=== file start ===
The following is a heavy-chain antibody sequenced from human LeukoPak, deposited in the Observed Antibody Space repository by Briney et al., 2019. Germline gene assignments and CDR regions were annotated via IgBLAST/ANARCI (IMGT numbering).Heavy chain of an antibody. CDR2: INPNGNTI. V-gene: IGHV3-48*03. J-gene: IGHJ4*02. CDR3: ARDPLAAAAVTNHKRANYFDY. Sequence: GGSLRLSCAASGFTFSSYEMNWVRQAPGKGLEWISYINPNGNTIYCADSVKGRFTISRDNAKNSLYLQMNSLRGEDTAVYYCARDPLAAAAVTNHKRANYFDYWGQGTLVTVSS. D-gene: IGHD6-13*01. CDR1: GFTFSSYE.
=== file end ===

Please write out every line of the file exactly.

The following is a heavy-chain antibody sequenced from human LeukoPak, deposited in the Observed Antibody Space repository by Briney et al., 2019. Germline gene assignments and CDR regions were annotated via IgBLAST/ANARCI (IMGT numbering).Heavy chain of an antibody. CDR2: INPNGNTI. V-gene: IGHV3-48*03. J-gene: IGHJ4*02. CDR3: ARDPLAAAAVTNHKRANYFDY. Sequence: GGSLRLSCAASGFTFSSYEMNWVRQAPGKGLEWISYINPNGNTIYCADSVKGRFTISRDNAKNSLYLQMNSLRGEDTAVYYCARDPLAAAAVTNHKRANYFDYWGQGTLVTVSS. D-gene: IGHD6-13*01. CDR1: GFTFSSYE.